This section is from the book "Spons' Mechanics' Own Book: A Manual For Handicraftsmen And Amateurs", by Edward Spon. Also available from Amazon: Spons' Mechanics' Own Book.
This method of lead-burning is considerably troublesome, and is rarely used, except when the lead is too thick to be melted conveniently by means of the blowpipe, or the oxyhydrogen flame. The latter is, however, always used when possible by those who can accomplish the operation, which requires a much greater degree of skill than the process described above.
Similar processes are applicable in the case of the other metals. Thus brass may be burned together by placing the part3 to be joined in a sand mould, and pouring a quantity of molten brass on them, afterwards reducing the parts by means of the file, etc, to proper dimensions. The sine qua non is plenty of molten metal, made a trifle hotter than usual. Pewter is generally "burned" by the blowpipe or a very hot copper-bit. In angles, where bent over sharp corners, and in seams, one edge is allowed to stand over the surface of the other, and a strip of the same metal is then laid along the intended junction. This joint is burned, as mentioned, by melting the surfaces and edges by means of a blowpipe or the hot soldering-iron, and the superfluous metal is filed off, leaving the joint, if at an angle, looking as if it had been made out of the solid. The principle of the process is the same whatever be the mode in which it is performed; and when hot metal is used as the sole agent of heat, it is necessary to have plenty of it, and to see that the parts to be joined are clean.
It is scarcely necessary to say that the autogenous method is the only proper method of remedying the defects in castings, and notwithstanding the trouble attached to it, should always be attempted with all metals for which it is applicable, and all articles in which it is possible. It is not to be supposed that trifling defects in iron castings will be remedied by this means, though there is no very great difficulty in accomplishing it, as flanges are often burned on to pipes and wheels, but with the more costly or easily worked metals, the practice of this process would be attended with advantage.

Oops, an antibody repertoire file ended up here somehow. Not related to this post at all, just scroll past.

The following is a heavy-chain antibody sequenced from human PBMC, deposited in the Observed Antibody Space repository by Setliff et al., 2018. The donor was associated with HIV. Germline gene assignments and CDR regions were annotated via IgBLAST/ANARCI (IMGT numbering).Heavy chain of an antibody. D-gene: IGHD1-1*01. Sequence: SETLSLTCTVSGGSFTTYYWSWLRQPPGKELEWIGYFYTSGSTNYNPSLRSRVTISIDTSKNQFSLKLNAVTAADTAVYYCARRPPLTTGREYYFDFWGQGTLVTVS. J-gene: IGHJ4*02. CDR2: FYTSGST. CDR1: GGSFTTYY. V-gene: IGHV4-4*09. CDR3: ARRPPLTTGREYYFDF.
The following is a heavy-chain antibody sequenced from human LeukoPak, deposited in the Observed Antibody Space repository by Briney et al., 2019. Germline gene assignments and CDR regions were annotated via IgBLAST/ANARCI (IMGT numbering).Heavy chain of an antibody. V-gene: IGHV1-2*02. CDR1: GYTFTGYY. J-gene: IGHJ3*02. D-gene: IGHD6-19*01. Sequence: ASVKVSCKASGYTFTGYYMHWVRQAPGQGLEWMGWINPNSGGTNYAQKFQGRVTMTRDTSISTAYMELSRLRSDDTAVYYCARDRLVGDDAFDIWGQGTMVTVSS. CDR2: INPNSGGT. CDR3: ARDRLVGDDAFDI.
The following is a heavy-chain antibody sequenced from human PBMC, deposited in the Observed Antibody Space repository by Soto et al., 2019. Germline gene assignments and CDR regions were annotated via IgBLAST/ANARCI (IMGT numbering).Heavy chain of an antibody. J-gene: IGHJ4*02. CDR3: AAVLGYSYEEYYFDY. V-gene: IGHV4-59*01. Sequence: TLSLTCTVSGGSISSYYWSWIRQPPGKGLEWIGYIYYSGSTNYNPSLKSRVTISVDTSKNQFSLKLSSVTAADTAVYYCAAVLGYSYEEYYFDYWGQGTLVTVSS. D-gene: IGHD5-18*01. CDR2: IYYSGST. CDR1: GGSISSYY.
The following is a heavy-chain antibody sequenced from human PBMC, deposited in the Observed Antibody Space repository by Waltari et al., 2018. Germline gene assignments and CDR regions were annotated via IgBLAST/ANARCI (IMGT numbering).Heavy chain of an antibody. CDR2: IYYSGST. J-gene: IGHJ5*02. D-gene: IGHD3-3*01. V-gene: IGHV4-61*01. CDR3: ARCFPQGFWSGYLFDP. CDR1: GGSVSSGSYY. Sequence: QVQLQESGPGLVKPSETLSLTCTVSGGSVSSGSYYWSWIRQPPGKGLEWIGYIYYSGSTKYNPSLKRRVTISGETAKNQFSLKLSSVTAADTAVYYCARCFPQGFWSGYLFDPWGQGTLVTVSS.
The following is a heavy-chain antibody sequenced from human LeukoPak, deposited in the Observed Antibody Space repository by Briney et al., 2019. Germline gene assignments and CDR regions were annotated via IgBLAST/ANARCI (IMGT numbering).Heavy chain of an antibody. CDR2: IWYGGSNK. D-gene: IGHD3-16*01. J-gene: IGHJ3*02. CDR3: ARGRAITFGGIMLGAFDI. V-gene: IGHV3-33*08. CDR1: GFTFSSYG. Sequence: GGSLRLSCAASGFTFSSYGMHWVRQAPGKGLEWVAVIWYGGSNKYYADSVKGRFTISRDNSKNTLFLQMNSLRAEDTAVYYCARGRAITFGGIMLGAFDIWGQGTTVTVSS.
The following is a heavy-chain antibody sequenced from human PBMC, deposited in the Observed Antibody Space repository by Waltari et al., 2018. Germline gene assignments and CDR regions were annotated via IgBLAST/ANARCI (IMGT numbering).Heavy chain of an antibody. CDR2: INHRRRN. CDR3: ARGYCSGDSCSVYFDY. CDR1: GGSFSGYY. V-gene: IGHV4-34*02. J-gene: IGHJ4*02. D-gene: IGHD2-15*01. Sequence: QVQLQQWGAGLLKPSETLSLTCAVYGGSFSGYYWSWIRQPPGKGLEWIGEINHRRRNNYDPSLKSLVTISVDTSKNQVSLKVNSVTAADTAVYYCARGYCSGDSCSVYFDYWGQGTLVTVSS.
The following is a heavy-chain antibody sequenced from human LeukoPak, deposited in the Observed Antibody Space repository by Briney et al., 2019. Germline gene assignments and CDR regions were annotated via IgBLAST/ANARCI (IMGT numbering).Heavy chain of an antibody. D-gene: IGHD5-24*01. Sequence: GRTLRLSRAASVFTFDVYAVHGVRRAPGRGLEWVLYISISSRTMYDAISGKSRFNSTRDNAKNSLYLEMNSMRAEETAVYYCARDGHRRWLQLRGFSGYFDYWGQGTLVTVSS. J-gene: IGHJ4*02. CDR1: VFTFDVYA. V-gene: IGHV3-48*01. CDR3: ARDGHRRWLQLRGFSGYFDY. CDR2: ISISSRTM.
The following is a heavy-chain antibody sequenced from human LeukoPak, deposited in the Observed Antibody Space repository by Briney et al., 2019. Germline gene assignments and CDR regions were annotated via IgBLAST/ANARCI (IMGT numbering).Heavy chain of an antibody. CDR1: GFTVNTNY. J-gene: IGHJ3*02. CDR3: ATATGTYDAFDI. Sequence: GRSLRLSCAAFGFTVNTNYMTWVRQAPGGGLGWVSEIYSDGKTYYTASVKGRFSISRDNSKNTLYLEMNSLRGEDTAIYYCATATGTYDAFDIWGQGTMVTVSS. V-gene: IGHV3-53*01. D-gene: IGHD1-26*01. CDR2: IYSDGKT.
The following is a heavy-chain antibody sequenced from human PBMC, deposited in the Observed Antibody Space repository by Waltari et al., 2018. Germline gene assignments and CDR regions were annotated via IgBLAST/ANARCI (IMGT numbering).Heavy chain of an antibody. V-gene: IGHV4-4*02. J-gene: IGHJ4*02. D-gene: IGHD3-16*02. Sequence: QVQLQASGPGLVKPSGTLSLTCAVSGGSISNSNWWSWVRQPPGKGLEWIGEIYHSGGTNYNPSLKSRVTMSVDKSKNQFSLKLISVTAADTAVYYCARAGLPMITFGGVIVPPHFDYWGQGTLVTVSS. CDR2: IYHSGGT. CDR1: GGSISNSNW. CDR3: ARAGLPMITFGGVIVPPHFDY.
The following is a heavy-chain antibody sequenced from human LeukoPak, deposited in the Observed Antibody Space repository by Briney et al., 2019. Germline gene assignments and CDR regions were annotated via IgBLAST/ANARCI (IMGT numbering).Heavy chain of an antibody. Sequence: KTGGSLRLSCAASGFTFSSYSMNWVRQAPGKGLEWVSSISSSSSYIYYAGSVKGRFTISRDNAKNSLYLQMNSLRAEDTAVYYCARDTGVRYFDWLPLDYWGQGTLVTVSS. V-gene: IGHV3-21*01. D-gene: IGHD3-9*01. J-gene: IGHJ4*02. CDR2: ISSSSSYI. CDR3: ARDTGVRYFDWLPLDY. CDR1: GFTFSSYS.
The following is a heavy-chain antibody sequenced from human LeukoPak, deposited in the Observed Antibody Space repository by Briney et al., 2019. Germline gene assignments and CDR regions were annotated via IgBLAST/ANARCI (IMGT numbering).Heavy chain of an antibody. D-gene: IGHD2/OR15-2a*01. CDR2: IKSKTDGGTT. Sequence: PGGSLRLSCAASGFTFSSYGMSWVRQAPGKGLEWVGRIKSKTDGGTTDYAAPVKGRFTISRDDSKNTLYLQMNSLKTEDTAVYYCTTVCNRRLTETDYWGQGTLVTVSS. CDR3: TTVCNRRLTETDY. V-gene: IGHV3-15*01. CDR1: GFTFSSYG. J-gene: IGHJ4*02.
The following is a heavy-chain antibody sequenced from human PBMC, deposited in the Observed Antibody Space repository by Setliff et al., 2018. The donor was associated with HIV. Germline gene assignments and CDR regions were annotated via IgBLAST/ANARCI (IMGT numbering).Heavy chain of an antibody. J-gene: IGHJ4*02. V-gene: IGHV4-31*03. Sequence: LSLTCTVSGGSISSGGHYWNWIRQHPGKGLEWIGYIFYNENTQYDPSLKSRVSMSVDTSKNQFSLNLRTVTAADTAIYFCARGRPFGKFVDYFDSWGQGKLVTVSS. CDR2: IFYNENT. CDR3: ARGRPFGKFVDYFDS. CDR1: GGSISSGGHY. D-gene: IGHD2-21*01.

Dr. Hoffman suggests endeavours being made to employ the oxyhydrogen flame for effecting autogenous joints in all metals. The operation is already conducted with complete success in the case of 2 essentially different metals, lead and platinum, and offers the advantages of being cleaner, stronger, and more economical of time and materials.
For all leaden vessels and chambers to be used in contact with acid vapours or liquids autogenous soldering is the only admissible way of making a joint. The apparatus employed consists of a hydrogen gas generator, or "burning machine," as it is commonly called, an "air vessel" or portable bellows, some indiarubber tubing, and a set of gas-cocks and jets. The hydrogen generator is shown in Fig. 148 : a is an airtight leaden cistern, having a perforated shelf b, and an opening c in the top; d is another leaden cistern with a perforated shelf e. A pipe f connects the cisterns a d, passing through a as far as the shelf b, which it just perforates. The hinged cover g being turned back, the cistern a is filled with sheet zinc cuttings, and the cover is closed. Diluted oil of vitriol, say 1 qt. of the acid to 1 gal. water, is poured into the cistern d, and finds its way through the pipe f into the bottom of the cistern a, rising through the strainer b, and surrounding the zinc. The acid acts upon the zinc, forming zinc sulphate, with consequent liberation of hydrogen.